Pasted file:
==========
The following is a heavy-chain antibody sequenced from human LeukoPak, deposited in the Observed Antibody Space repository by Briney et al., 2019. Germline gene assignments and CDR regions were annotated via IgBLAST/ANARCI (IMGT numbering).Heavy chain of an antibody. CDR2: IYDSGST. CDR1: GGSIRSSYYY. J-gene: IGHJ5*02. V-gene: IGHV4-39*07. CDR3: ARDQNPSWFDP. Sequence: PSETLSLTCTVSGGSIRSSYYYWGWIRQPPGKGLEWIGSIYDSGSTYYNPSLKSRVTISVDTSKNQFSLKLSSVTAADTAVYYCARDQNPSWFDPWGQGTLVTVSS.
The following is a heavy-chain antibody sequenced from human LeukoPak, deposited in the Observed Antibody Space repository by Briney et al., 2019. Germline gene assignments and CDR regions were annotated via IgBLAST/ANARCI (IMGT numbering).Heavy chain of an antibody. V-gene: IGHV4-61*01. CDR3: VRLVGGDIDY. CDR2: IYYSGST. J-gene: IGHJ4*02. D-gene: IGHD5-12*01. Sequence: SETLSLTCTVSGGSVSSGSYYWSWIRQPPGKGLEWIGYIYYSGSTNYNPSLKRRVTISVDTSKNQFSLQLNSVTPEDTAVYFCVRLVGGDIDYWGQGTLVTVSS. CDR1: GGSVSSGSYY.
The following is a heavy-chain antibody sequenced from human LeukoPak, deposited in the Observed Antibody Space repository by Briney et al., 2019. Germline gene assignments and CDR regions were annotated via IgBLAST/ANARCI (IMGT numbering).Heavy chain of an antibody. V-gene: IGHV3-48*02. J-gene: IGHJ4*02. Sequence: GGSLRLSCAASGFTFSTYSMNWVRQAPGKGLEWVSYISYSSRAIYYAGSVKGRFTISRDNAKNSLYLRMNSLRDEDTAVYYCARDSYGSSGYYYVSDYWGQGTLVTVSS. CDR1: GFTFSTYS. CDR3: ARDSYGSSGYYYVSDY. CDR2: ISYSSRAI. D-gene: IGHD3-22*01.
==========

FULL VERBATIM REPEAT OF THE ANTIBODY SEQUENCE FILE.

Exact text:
The following is a heavy-chain antibody sequenced from human LeukoPak, deposited in the Observed Antibody Space repository by Briney et al., 2019. Germline gene assignments and CDR regions were annotated via IgBLAST/ANARCI (IMGT numbering).Heavy chain of an antibody. CDR2: IYDSGST. CDR1: GGSIRSSYYY. J-gene: IGHJ5*02. V-gene: IGHV4-39*07. CDR3: ARDQNPSWFDP. Sequence: PSETLSLTCTVSGGSIRSSYYYWGWIRQPPGKGLEWIGSIYDSGSTYYNPSLKSRVTISVDTSKNQFSLKLSSVTAADTAVYYCARDQNPSWFDPWGQGTLVTVSS.
The following is a heavy-chain antibody sequenced from human LeukoPak, deposited in the Observed Antibody Space repository by Briney et al., 2019. Germline gene assignments and CDR regions were annotated via IgBLAST/ANARCI (IMGT numbering).Heavy chain of an antibody. V-gene: IGHV4-61*01. CDR3: VRLVGGDIDY. CDR2: IYYSGST. J-gene: IGHJ4*02. D-gene: IGHD5-12*01. Sequence: SETLSLTCTVSGGSVSSGSYYWSWIRQPPGKGLEWIGYIYYSGSTNYNPSLKRRVTISVDTSKNQFSLQLNSVTPEDTAVYFCVRLVGGDIDYWGQGTLVTVSS. CDR1: GGSVSSGSYY.
The following is a heavy-chain antibody sequenced from human LeukoPak, deposited in the Observed Antibody Space repository by Briney et al., 2019. Germline gene assignments and CDR regions were annotated via IgBLAST/ANARCI (IMGT numbering).Heavy chain of an antibody. V-gene: IGHV3-48*02. J-gene: IGHJ4*02. Sequence: GGSLRLSCAASGFTFSTYSMNWVRQAPGKGLEWVSYISYSSRAIYYAGSVKGRFTISRDNAKNSLYLRMNSLRDEDTAVYYCARDSYGSSGYYYVSDYWGQGTLVTVSS. CDR1: GFTFSTYS. CDR3: ARDSYGSSGYYYVSDY. CDR2: ISYSSRAI. D-gene: IGHD3-22*01.